CATO Monetary Conference: Economist Tells World to Sell Their Bitcoins

By Kyle Torpey Nov 21, 2014 11:53 AM EST

sell bitcoin

NEW YORK (InsideBitcoins) — Kevin Dowd is a professor of finance and economics at Durham University, and one of his main areas of research over the years has been the topic of private money. For this reason, it seems clear that Dowd would have a fascination with bitcoin.

“In spite of its success today, bitcoin is not sustainainable. It will collapse.”

In a recent presentation at the Cato Institute’s 32nd Annual Monetary Conference, Dowd confessed that he wished bitcoin were a solution for private money. On the other hand, he also pointed out what he perceived to be many flaws with the digital scarce resource. It is due to these proposed flaws that Dowd has a bearish outlook on bitcoin as a currency.

A system of distributed trust

To his credit, Dowd seems to understand bitcoin’s main value proposition, which is its system of distributed trust. As long as decentralization can be maintained in the bitcoin system, it seems that Dowd would find it to be a valuable alternative to other forms of money. He even pointed out that the tamper-proof mechanism for the creation of new bitcoins should be viewed as an attractive benefit of such a system.

Having said that, Dowd does not believe that bitcoin can maintain this system of distributed trust over the long term.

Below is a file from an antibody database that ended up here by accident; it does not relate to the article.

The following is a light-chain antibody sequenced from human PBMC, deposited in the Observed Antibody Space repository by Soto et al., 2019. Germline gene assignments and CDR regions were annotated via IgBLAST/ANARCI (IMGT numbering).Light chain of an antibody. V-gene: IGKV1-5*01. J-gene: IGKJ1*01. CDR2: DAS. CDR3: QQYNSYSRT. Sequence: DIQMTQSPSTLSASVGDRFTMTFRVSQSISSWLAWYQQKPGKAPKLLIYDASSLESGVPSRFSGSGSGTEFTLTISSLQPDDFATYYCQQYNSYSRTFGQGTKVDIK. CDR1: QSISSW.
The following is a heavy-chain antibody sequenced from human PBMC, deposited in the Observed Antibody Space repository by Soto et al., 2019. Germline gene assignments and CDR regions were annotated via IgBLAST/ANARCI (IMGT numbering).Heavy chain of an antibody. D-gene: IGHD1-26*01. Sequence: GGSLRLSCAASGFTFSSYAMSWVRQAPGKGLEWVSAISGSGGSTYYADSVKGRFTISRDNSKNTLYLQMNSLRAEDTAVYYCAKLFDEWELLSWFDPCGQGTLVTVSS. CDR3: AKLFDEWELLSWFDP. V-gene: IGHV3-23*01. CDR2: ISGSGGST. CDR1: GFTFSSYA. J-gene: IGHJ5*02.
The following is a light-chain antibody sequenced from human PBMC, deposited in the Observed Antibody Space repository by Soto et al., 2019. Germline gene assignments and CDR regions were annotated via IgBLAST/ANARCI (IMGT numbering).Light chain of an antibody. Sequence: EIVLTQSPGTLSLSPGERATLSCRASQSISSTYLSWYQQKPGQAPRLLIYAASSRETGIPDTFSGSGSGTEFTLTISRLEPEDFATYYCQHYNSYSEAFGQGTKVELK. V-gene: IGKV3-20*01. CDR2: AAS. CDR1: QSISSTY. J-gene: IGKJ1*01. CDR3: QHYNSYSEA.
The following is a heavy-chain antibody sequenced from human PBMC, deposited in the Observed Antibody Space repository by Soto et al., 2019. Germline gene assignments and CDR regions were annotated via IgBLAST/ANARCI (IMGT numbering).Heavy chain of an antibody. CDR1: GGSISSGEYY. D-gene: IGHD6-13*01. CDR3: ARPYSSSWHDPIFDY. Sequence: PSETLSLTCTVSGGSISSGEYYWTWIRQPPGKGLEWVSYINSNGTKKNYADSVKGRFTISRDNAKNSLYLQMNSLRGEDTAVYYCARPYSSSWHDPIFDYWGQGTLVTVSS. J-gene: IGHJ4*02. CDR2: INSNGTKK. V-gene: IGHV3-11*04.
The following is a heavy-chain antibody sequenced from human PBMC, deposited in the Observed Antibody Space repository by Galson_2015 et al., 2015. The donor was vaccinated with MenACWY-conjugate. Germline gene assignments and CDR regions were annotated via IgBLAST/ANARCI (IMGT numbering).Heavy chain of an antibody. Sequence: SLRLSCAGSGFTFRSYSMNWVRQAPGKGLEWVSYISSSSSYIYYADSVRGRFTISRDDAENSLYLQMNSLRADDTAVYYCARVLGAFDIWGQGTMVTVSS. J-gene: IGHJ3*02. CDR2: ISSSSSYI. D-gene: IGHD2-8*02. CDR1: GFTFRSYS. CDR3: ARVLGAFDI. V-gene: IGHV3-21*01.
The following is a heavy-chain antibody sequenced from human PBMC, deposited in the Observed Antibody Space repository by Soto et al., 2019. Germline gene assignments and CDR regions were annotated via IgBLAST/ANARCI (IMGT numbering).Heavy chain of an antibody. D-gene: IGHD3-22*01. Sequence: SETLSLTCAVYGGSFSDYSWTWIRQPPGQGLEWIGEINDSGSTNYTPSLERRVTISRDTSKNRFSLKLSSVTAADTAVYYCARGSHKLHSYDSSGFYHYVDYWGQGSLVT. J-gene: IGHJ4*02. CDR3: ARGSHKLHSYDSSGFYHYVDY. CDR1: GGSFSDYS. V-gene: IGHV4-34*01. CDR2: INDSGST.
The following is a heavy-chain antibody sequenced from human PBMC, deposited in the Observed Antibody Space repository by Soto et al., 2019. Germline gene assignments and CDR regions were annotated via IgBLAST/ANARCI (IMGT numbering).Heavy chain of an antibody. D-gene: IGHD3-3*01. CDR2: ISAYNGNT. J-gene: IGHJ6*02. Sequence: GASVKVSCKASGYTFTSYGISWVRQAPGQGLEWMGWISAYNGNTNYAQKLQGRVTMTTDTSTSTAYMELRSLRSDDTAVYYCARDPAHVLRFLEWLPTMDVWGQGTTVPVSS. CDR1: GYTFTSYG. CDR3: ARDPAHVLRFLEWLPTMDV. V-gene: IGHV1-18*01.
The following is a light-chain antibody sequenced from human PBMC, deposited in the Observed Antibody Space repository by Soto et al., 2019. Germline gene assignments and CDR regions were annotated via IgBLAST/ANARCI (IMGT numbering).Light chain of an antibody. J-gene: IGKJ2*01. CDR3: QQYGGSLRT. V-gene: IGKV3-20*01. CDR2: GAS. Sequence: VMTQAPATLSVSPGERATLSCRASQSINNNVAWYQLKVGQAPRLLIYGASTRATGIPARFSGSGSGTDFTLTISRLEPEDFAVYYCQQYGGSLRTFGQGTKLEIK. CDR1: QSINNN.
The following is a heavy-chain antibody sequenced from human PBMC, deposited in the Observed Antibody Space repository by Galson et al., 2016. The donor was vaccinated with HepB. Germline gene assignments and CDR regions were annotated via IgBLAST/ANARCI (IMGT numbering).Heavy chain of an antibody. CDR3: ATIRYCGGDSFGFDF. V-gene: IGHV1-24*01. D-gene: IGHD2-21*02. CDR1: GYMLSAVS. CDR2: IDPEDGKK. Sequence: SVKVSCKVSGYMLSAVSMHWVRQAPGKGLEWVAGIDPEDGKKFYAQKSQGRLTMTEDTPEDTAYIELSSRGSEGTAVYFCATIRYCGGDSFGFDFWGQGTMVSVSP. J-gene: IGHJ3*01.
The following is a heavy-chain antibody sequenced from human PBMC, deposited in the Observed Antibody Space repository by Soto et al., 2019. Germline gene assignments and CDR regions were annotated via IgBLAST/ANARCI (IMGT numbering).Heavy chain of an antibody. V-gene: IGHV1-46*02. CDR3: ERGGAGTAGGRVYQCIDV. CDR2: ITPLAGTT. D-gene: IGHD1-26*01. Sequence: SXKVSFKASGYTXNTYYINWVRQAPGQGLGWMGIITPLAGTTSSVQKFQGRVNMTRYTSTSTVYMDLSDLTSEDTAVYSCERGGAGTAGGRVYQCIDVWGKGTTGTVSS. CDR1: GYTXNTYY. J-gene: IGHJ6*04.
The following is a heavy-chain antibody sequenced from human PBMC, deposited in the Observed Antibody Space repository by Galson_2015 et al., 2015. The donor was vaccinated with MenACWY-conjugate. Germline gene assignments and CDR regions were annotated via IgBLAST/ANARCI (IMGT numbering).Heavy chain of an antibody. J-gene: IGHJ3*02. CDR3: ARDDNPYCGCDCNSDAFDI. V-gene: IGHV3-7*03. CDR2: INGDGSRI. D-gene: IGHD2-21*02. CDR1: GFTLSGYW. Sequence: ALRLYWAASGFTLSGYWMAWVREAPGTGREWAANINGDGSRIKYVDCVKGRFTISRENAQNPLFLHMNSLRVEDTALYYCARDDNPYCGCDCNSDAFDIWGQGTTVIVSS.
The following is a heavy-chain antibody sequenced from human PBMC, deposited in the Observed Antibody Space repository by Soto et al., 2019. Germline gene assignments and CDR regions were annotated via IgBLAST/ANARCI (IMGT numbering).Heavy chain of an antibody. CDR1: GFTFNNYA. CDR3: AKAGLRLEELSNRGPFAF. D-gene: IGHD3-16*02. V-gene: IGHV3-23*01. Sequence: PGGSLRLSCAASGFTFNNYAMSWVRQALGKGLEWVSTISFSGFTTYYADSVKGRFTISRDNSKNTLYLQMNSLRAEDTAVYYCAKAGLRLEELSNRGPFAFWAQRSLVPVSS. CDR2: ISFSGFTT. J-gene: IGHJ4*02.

Distributed trust is lost if mining is centralized

Dowd sees bitcoin’s current incentive structure leading to an inevitable collapse, mostly due to the centralization of mining. He sees this centralization eventually leading to a natural monopoly. Dowd noted the economies of scale in bitcoin where it makes sense for multiple miners to join together instead of working against each other.

When you take this concept to its eventual conclusion, Dowd believes that it makes sense for all miners to come together to form one, centralized bitcoin mining institution This would effectively destroy the decentralization of bitcoin, which also removes its value proposition.

[Read Also: Bitcoin Mining Centralization: Bitcoin’s Achilles Heel?]

Is Kevin Dowd right?

The criticism of mining centralization in bitcoin is not a new one, but it is one of the few criticisms that actually has some merit to it. While there is no doubt that more work could be done to improve the decentralization of bitcoin mining over the long term, the incentive structure seems good enough for now.

The main flaw in Dowd’s presentation is that he ignores the fact that miners who decide to centralize the mining process are also hurting the value proposition of the very resource they are mining. Although it may make sense to combine forces at first glance, the fact that doing so would hurt the value proposition of bitcoin must be taken into account. We’ve already seen various powerful mining pools, such as Ghash.io and BTC Guild, voluntary limit their share of the network hashrate to help maintain bitcoin’s value proposition.

Note: There were some other statements made by Dowd that seem absurd to any bitcoin supporter at first. For example, he claims bitcoin is inefficient because this sort of transaction system could exist on a single server, and he says PayPal is a more reputable option than Ghash. These statements become less absurd when remembering that he doesn’t believe bitcoin will be able to maintain its system of decentralized trust.

For what it’s worth, this is one of the most legitimate criticisms of bitcoin that I’ve seen from an economist.

You can follow @kyletorpey on Twitter.